Inside Shaolin

KUNGFU GOES WEST: Exporting Shaolin

From TV to film, rap music to exhibitions, kungfu has become popularized in the West. The blending of more than a thousand years of Eastern tradition with modern day Western culture can prove to be a challenge for those monks - the “Shaolin Ulysses” — who have made the journey West. Trace the export of Shaolin and its ripple effect below.

Collage of monks and disciples at Shaolin temple: monk and teacher, young monk squatting in kungfu pose, monk on cellular telephone

The Journey Begins with a Single Step

Shaolin monks have a long tradition of making pilgrimages to spread the teachings of Buddhism. The founding fathers of the Shaolin Temple were two monks who traveled from India to China, 1,500 years ago, in order to bring their beliefs to a new land. In today’s information age, however, it is no longer necessary to walk thousands of miles to spread the gospel. Movies and other forms of pop culture have proven to be an effective means of rousing interest in Shaolin kungfu, both within China and across the globe.

Enter Bruce Lee

The popularity of kungfu in the United States can be traced back to one man: Bruce Lee. As a struggling actor in Hollywood, Lee came up with a concept for a TV show that was the ultimate fusion of Eastern philosophy with Western mythology (the Wild West). The show, Kung Fu, depicted an outlaw Shaolin monk roaming the countryside, using his martial arts to battle gun-toting cowboys and Chinese bounty hunters. The studio, convinced that the American public would not be receptive to a Chinese star, replaced Lee with David Carradine, a Caucasian man without a martial arts background. Kung Fu became the most popular TV show of the early 1970s.

Bruce Lee found better luck back in Hong Kong where he directed and starred in several successful films that turned him into a national hero. On celluloid, his astonishing athletic ability coupled with his manifestation of internal energy (ch'i) was a spectacle in and of itself. This success led him to an American production in what would be his final masterpiece, Enter the Dragon, released posthumously in 1973. The extraordinary success of the film, enhanced by Lee’s mounting cult status, forever altered the landscape of American movies and firmly established the kungfu genre in the U.S.
Enter the Dragon poster,
Enter the Dragon poster,
courtesy Warner Studios

The Legacy

A deluge of Hong Kong films followed. While these films were screened primarily in Chinese American communities outside the mainstream, as a collective force their influence would reverberate for years to come in science fiction, video games and music videos. Kungfu films also made waves in African American culture, helping give shape to the Blaxploitation genre. This cross-cultural pollination was celebrated by Wu-Tang Clan, a 1990s rap group, who fashioned themselves after Shaolin monks and whose lyrics contained references to Chinese folklore and kungfu cinema.

Jet Li and Shaolin Temple
Romeo Must Die poster
Romeo Must Die poster,
courtesy Warner Studios

The next film to impact the perception of kungfu was Shaolin Temple, (Shao Lin tzu), made in 1979, starring a young Jet Li. Shot on location, the movie won a cult following in the West. In Asia, the combination of masterful kungfu and national folklore ignited a storm of interest in Shaolin teachings.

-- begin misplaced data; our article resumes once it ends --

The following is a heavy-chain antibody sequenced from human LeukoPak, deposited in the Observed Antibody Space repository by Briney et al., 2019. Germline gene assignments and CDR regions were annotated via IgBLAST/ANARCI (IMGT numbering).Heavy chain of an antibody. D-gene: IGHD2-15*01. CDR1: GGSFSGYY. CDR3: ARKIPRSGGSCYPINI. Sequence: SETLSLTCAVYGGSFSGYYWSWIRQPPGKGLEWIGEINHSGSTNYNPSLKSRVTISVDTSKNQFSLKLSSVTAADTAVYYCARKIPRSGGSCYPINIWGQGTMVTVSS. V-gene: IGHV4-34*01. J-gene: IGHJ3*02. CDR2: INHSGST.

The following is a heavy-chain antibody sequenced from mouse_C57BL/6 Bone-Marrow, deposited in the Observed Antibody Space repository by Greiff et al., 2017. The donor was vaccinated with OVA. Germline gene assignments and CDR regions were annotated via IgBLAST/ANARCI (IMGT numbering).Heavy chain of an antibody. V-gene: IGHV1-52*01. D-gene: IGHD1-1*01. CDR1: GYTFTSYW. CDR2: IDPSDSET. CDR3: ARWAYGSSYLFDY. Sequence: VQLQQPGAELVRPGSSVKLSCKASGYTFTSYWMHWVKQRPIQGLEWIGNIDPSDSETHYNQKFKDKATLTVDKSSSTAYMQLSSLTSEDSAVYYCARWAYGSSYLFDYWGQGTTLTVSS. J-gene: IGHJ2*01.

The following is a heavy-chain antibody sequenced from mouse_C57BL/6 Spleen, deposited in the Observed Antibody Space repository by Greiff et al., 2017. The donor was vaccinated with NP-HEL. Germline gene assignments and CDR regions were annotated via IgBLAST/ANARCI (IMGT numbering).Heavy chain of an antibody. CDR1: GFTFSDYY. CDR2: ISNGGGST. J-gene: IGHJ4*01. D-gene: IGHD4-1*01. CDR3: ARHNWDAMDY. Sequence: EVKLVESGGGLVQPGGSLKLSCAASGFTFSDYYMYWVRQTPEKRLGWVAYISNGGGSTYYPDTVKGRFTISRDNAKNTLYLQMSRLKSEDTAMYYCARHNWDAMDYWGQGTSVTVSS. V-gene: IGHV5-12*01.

The valley near the Temple was soon flooded with hopeful disciples and their eager parents. As the area became an increasingly popular tourist destination, the temple took on a carnival-like atmosphere, with vendors hawking memorabilia by the entrance. Many Westerners could not reconcile this commercialism with their prevalent image of acetic monks without a relationship to the material world.

The Shaolin Temple has generated further publicity from the tours and showcases that have brought kungfu monks to perform before Western audiences. Initially, these tours were conceived as a fundraising technique for the Temple at its 1500th anniversary in the early ‘90s. Their popularity encouraged promoters to organize slicker productions. The monks were subsequently included in the 1996 Lollapalooza rock festival and are the main attraction in the Wheel of Life tour.

In some respects, these tours represent a return to the hands-on approach to proselytizing practiced by the ancient monks. While touring, several monks have chosen to remain abroad where they have set up centers to disseminate Shaolin principles. In learning to navigate the tempestuous waters of modern life, the monks are helping to guarantee the survival of Shaolin.

Crouching Tiger Pounces

In 2000, Crouching Tiger, Hidden Dragon was released to an enchanted American audience that made it the most successful foreign film ever released in the U.S. Its artistry and accessibility, substantiated by a cache of Oscars, pushed the kungfu genre towards the mainstream.

The genre has grown to include non-Asian films such as The Matrix and Charlie’s Angels, which feature iconic kungfu elements that harkens back to Bruce Lee. These films have been so profitable that American movie studios have made a business in recent years of digging up kungfu films that had previously been passed over, such as Iron Monkey produced in 1993 and released in the U.S. in 2001. This newly expanded genre also includes Quentin Tarantino’s Kill Bill, starring none other than David Carradine, the original “American Shaolin monk.”

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